When Stella and Blanche return from their evening on the town, the poker game is still in full swing. Blanche has a brief flirtatious encounter with Mitch, one of Stanley's friends. Blanche asks Stella about Mitch's prospects. She is clearly interested. When she finds out that Mitch had a romance with a dying girl, she immediately begins to relate to him, and she turns on the charm. There is an argument over the radio–which Blanche wants on and Stanley wants off. Stanley, very drunk, throws the radio through the window. When Stella puts an end to the poker game and orders the other men out of the house, Stanley hits her. Stella and Blanche then retreat upstairs to Eunice's apartment. The other men try to sober Stanley up, but he drives them out of the house. He calls up to the apartment above, to Stella, in some kind of half-animal desperation. In spite of the protestations of Blanche and Eunice, Stella slips down the rickety stairs in her robe, her eyes glistening with tears. Stella and Stanley stare at each other. Then they come together with low, animal moans. He falls to his knees on the steps and presses his face to her belly, curving a little with maternity. Her eyes go blind with tenderness as she catches his head and raises him level with her. He snatches the screen door open and lifts her off her feet and bears her into the dark flat. Noticing that her sister has slipped out, Blanche comes out on the upper landing in her robe and slips fearfully down the steps. She stops before the dark entrance of her sister's flat. Mitch appears from around the corner and comforts her.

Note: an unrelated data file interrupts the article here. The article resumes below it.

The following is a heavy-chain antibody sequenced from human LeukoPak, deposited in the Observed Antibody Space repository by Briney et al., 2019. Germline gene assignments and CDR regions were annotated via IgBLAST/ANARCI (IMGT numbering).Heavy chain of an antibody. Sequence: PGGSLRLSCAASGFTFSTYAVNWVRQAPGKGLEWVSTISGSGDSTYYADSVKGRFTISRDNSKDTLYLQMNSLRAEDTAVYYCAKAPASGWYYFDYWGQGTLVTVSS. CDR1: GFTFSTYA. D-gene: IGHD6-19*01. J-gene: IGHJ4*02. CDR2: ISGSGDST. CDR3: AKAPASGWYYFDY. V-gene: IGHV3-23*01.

Early the following morning, Blanche returns to the apartment and finds Stella blissfully content after a night of love-making with Stanley. She cannot believe that Stella would choose to live with such a violent creature. Stella insists that she's making much to big a fuss about the whole thing. She says he was "as good as a lamb" when she came back, and that he's really very ashamed of himself. Blanche is astonished and insists that her sister stop living in denial, stop acting as if nothing happened. She wants her to leave Stanley before it's too late. She asks if Stella remembers Shep Huntleigh, a man she (Blanche) went out with in college. She says she ran into him recently and that he has become a millionaire--that he owns hundreds of oil wells in Texas. She suggests that if she were to contact him, he might give them enough money to set up a shop somewhere. Stella has, however, no intentions of leaving Stanley. She is in love.

STELLA: ... there are things that happen between a man and a woman in the dark–that sort of make everything else seem–unimportant.